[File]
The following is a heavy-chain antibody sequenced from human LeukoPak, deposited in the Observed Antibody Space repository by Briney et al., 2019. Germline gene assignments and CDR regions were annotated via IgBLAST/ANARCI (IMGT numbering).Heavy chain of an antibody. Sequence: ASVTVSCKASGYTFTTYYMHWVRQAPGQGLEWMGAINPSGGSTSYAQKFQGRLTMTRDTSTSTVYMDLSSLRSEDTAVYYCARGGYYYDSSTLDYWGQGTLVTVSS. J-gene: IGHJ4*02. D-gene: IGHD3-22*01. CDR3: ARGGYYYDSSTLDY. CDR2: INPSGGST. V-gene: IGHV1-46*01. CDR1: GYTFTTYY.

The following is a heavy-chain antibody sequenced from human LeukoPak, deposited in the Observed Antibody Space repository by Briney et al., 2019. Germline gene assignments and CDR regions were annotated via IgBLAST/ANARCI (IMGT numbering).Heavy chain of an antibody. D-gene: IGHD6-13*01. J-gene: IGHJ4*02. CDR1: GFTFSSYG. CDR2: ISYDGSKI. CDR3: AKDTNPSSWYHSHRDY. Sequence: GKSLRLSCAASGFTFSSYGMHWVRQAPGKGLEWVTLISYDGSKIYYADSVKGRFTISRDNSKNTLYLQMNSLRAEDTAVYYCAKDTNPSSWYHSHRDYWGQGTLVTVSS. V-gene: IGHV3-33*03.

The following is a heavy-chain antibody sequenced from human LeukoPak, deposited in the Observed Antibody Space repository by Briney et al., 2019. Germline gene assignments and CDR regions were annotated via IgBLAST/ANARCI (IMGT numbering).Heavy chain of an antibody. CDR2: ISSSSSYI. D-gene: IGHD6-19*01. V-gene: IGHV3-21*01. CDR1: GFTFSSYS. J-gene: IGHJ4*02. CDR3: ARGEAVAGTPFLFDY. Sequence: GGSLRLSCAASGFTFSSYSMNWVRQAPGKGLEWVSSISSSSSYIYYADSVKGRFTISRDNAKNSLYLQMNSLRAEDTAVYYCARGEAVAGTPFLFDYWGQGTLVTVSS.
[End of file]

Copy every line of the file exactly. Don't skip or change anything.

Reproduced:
The following is a heavy-chain antibody sequenced from human LeukoPak, deposited in the Observed Antibody Space repository by Briney et al., 2019. Germline gene assignments and CDR regions were annotated via IgBLAST/ANARCI (IMGT numbering).Heavy chain of an antibody. Sequence: ASVTVSCKASGYTFTTYYMHWVRQAPGQGLEWMGAINPSGGSTSYAQKFQGRLTMTRDTSTSTVYMDLSSLRSEDTAVYYCARGGYYYDSSTLDYWGQGTLVTVSS. J-gene: IGHJ4*02. D-gene: IGHD3-22*01. CDR3: ARGGYYYDSSTLDY. CDR2: INPSGGST. V-gene: IGHV1-46*01. CDR1: GYTFTTYY.

The following is a heavy-chain antibody sequenced from human LeukoPak, deposited in the Observed Antibody Space repository by Briney et al., 2019. Germline gene assignments and CDR regions were annotated via IgBLAST/ANARCI (IMGT numbering).Heavy chain of an antibody. D-gene: IGHD6-13*01. J-gene: IGHJ4*02. CDR1: GFTFSSYG. CDR2: ISYDGSKI. CDR3: AKDTNPSSWYHSHRDY. Sequence: GKSLRLSCAASGFTFSSYGMHWVRQAPGKGLEWVTLISYDGSKIYYADSVKGRFTISRDNSKNTLYLQMNSLRAEDTAVYYCAKDTNPSSWYHSHRDYWGQGTLVTVSS. V-gene: IGHV3-33*03.

The following is a heavy-chain antibody sequenced from human LeukoPak, deposited in the Observed Antibody Space repository by Briney et al., 2019. Germline gene assignments and CDR regions were annotated via IgBLAST/ANARCI (IMGT numbering).Heavy chain of an antibody. CDR2: ISSSSSYI. D-gene: IGHD6-19*01. V-gene: IGHV3-21*01. CDR1: GFTFSSYS. J-gene: IGHJ4*02. CDR3: ARGEAVAGTPFLFDY. Sequence: GGSLRLSCAASGFTFSSYSMNWVRQAPGKGLEWVSSISSSSSYIYYADSVKGRFTISRDNAKNSLYLQMNSLRAEDTAVYYCARGEAVAGTPFLFDYWGQGTLVTVSS.